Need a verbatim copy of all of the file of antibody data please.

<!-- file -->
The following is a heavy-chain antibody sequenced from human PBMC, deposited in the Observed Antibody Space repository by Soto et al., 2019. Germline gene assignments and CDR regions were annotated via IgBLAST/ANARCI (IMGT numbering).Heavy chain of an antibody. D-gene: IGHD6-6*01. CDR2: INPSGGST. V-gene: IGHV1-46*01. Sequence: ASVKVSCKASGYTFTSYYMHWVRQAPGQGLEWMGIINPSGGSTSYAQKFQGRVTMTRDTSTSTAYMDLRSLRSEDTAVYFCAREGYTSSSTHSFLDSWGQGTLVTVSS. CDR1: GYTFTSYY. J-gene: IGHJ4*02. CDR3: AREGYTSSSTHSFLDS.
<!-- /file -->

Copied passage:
The following is a heavy-chain antibody sequenced from human PBMC, deposited in the Observed Antibody Space repository by Soto et al., 2019. Germline gene assignments and CDR regions were annotated via IgBLAST/ANARCI (IMGT numbering).Heavy chain of an antibody. D-gene: IGHD6-6*01. CDR2: INPSGGST. V-gene: IGHV1-46*01. Sequence: ASVKVSCKASGYTFTSYYMHWVRQAPGQGLEWMGIINPSGGSTSYAQKFQGRVTMTRDTSTSTAYMDLRSLRSEDTAVYFCAREGYTSSSTHSFLDSWGQGTLVTVSS. CDR1: GYTFTSYY. J-gene: IGHJ4*02. CDR3: AREGYTSSSTHSFLDS.